July 9, 2004

Beyond raw talent

Our Editorial of last edition paid homage to the prowess of our Carnival masmen and the high quality of their productions. This Carnival Day, they proved themselves once again in the process outdoing themselves much to the delight of an appreciative public. The standard of mas displayed was one of the highest we have seen in many years.{{more}}
Yet another of our editorials had made a call for bursaries or formal training opportunities to be offered to mas men in an effort to upgrade the design skills of these very talented aficionados. We pointed to the fact that the indefatigable Ossie Constance was being called upon to design for too many bands and that other designers need to emerge to ensure continuity.
Today we reiterate this call against the backdrop of mas bands here having to resort to importing designers from Trinidad and Tobago. And its not that we are against the concept of sharing expertise across the region, after all our own Julian “Peling” Pollard and others have been assisting other territories in this area. It comes out of a fear that this is being done since we are, seemingly, coming up short in the search for designers.
We feel that the way to go is for us to further spread arts programmes and arts appreciation within our schools. This would have to be done from the primary school level up. The ongoing training of artists and designers would provide a steady crop of qualified teachers. Additionally, we can tap into the resources of sister nations such as Venezuela and Cuba, which have achieved very high standards in the plastic arts.
We make a similar proposal in relation to our calypsonians. While many laud the high standard of the finalists in the annual competition, it has to be recognized that the majority of the finalists have been around for well over twenty years. Outside of that crop of persons who each year invariably make it through to the semifinals there is a large pool of “others” who, we know, are struggling with a love for the artform but often without the requisite skills to produce well-composed material. This is simply a recognition of the stage of our development that we must face up to as we plan to make future improvements.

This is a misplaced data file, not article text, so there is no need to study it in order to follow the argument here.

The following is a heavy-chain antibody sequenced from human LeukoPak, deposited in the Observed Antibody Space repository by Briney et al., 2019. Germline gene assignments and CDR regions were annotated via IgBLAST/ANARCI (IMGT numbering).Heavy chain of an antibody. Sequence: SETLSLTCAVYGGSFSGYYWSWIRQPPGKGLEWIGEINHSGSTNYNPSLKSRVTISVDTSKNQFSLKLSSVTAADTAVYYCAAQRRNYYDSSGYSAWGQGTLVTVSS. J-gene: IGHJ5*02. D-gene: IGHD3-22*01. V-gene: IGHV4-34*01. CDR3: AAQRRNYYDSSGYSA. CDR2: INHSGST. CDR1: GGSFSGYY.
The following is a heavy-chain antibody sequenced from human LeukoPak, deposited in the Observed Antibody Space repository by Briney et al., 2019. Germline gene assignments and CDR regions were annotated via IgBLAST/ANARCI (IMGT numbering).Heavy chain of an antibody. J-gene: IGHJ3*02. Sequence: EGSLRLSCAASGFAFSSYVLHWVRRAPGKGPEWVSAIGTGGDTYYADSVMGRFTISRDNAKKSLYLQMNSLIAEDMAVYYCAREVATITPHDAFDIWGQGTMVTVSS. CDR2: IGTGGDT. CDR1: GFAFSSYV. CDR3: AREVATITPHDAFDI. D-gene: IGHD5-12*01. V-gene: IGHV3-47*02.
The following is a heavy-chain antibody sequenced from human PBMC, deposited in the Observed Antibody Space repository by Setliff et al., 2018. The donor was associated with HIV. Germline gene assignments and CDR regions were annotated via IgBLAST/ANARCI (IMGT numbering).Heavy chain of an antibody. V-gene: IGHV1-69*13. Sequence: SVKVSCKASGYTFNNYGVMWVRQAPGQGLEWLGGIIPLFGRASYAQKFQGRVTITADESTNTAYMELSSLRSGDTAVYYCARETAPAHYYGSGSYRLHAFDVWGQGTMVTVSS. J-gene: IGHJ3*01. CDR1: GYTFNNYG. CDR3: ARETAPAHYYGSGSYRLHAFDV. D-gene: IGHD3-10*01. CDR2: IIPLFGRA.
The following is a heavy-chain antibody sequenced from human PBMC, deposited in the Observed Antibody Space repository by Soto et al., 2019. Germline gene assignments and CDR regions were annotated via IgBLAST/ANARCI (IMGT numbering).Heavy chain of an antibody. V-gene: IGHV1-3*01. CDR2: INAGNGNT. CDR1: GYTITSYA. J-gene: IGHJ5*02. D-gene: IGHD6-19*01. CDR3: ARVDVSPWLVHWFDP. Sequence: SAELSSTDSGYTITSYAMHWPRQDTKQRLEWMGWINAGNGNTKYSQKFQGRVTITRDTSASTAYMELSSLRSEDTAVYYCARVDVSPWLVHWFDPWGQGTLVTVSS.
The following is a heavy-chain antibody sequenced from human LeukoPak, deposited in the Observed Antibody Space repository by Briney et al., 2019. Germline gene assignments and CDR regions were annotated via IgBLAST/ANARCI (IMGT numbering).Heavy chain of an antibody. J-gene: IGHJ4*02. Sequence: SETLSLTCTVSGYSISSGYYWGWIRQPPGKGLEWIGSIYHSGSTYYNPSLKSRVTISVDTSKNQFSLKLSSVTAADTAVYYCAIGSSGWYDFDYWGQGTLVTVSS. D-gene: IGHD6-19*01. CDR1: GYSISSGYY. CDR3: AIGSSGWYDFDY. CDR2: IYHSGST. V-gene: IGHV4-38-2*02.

So here again we propose a similar programme in music.
One does not expect to see immediate miracles but we are confident that over time the nation would reap the rewards of this type of investment.
It is precisely the type of result we have seen from the work of Robert “Patches Knights” and Joffe Venner among others who in different ways, the former in a manner more informal, the other more structured, have been working among youth and producing a crop of young performers and musicians who are already holding their own on the national stage.
While we do have many naturally talented persons among us, formal training tends to broaden the horizons of those so exposed and pave the way for a better quality end product for our future development.